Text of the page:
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Gatesgate blows up


If you thought Barack Obama's comments this evening on Skip Gates's arrest would make the story even bigger, you were absolutely right. Obama's critique of the Cambridge PD is currently the second story on Google News; high atop; and lead story at (never mind healthcare!). (It's got decent placement at, too, but with less emphasis than those other sites.)

Remember when Eric Holder said we needed to talk more bluntly about race? Well, here's our chance.

But it's also a chance to talk about how the police comport themselves in society, and how the general public should and shouldn't behave when dealing with law enforcement. This Media Nation post is a great place to start: therein, Dan Kennedy argues quite persuasively that the Gatesgate divide is as much about how much deference cops are (or aren't) entitled to as it is about race specifically.

If that sub-topic takes off, like the broader Gatesgate story, I'd urge people to pay attention to how the end of Gates's encounter with the Cambridge PD played out. When Chris Matthews was weighing in a few minutes ago, he read the beginning of the police report in great detail--the part where Gates's alleged rude behavior is described. But then, when he got to what transpired immediately prior to Gates's arrest, he stopped reading and simply said: "and so on."

Matthews should have kept contined, because what comes next sounds to me like a miffed officer trying to goad an irate citizen into arrest-worthy behavior:

As I descended the stairs to the sidewalk, Gates continued to yell at me, accusing me of racial bias and continued to tell me that I had not heard the last of him. Due to the tumultuous manner Gates had exhibited in his residence as well as his continued tumultuous behavior outside the residence, in view of the public, I warned Gates that he was becoming disorderly. Gates ignored my warning and continued to yell, which drew the attention of both police officers and citizens, who appeared surprised and alarmed by Gates's outburst. For a second time I warned Gates to calm down while I withdrew my department issued handcuffs from their carrying case. Gates again ignored my warning and continued to yell at me. It was at this time that I informed Gates that he was under arrest. [emph. added]

Have at it, people.

Here's a starter question: if Sgt. James Crowley really wanted Gates to chill out, why didn't he turn and walk away, instead of 1) telling Gates he was becoming "disorderly," 2) whipping out the handcuffs, and 3) ordering him to calm down?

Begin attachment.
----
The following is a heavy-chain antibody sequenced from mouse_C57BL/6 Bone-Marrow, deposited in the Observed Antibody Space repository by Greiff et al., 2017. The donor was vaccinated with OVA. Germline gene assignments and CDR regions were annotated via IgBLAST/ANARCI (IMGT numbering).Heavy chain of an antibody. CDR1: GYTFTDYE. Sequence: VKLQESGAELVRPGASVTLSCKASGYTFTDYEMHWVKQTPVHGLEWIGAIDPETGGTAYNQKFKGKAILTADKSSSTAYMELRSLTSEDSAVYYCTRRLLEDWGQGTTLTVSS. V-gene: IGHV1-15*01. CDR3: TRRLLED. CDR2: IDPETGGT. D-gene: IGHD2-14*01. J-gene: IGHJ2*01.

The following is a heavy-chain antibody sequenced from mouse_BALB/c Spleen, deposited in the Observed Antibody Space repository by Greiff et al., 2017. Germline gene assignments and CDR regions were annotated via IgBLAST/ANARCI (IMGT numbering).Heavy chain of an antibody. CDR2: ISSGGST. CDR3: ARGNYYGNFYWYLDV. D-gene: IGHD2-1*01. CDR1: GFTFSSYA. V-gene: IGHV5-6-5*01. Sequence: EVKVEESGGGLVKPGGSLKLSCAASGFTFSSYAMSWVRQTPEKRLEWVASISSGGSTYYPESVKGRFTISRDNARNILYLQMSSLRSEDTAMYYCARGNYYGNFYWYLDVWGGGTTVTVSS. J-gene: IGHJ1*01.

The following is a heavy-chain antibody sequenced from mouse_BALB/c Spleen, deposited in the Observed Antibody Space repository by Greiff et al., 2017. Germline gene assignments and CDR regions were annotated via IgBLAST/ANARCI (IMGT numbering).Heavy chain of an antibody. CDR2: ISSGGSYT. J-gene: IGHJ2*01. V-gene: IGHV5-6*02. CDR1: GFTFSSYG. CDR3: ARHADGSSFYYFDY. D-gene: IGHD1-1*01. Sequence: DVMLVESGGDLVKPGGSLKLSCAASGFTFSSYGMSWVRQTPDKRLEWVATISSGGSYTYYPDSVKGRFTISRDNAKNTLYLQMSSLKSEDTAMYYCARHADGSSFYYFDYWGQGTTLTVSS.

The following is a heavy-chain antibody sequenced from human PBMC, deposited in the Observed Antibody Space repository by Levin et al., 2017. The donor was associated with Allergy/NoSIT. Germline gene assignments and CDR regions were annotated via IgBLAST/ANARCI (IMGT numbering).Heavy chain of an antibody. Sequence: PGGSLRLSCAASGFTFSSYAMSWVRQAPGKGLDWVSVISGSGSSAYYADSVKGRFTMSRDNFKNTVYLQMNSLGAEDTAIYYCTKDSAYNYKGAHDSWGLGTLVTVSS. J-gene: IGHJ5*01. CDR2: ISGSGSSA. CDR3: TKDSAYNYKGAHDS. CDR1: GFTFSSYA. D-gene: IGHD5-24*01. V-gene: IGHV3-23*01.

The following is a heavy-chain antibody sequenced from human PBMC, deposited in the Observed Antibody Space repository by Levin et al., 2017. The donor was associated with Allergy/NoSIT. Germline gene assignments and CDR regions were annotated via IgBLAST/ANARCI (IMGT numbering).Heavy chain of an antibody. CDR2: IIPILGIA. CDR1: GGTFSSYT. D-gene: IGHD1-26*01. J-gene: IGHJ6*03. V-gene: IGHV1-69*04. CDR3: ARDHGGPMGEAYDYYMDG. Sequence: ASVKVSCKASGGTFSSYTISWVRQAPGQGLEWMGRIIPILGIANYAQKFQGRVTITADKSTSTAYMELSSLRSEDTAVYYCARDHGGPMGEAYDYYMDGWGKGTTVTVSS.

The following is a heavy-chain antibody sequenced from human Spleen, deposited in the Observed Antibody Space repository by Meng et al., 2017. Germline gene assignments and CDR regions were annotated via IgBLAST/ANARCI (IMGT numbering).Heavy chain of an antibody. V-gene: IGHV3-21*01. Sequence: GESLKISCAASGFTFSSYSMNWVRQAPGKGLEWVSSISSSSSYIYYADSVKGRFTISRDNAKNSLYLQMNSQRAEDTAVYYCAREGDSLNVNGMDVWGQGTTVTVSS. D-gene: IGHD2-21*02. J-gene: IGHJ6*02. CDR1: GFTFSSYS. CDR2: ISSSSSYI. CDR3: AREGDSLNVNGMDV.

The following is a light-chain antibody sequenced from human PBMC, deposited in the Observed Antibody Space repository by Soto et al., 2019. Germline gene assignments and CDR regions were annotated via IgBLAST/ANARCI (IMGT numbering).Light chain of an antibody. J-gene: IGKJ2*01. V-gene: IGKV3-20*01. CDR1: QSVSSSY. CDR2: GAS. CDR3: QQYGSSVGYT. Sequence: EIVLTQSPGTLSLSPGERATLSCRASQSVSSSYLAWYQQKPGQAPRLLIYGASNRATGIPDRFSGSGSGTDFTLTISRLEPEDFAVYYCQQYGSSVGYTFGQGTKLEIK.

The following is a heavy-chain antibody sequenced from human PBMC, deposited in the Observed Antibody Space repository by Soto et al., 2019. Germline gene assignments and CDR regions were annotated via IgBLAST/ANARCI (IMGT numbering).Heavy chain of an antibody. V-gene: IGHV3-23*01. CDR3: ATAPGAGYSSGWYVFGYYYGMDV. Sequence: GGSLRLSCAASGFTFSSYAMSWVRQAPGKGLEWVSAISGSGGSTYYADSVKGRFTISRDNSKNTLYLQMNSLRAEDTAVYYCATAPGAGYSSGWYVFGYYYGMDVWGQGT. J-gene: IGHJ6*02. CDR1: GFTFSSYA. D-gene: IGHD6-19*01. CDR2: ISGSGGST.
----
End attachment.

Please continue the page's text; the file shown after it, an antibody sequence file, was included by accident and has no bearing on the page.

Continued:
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  • O-FISH-L said:

    Adam, surely you jest.  The Sgt. couldn't walk away until Gates stopped yelling or went back inside.  The officer had not only a crime in progress (Disorderly), but one of those rare misdemeanors where the legislature has empowered officers with the right of arrest to quell the breach of the peace.  Few are mentioning that probable cause was found by an independent clerk magistrate, and Sgt. Crowley's criminal complaint against Gates was issued.  That's the legal standard.  If people don't like the law, they should petition the legislature.  

    July 23, 2009 12:36 AM
  • brokenbil said:

    Nonsense, O-FISH-L, the sargeant could have walked away, but he chose not to do so.  This incident was about pride, not a need "to quell the breach of the peace."  What Cambridge police officer wouldn't want to arrest a Harvard professor for giving him lip?

    July 23, 2009 1:56 AM
  • Like-It-Is said:

    Law? Pride? Why are the questions of judgement only being asked of the police officer. Is the professor not responsible for judgement, as well? Why not just ask the same level of good judgement and behavior of both parties. Gates could just as easily chose to be quiet when the officer had begun to leave and descend the stairs. Problem solved. When a policemen kindly gives only a warning in a traffic violation, its not very wise to start yelling threats at the officer. The man is only doing his job. Why invite trouble? That is what Gates did. He created a controversey out of a man just doing his job.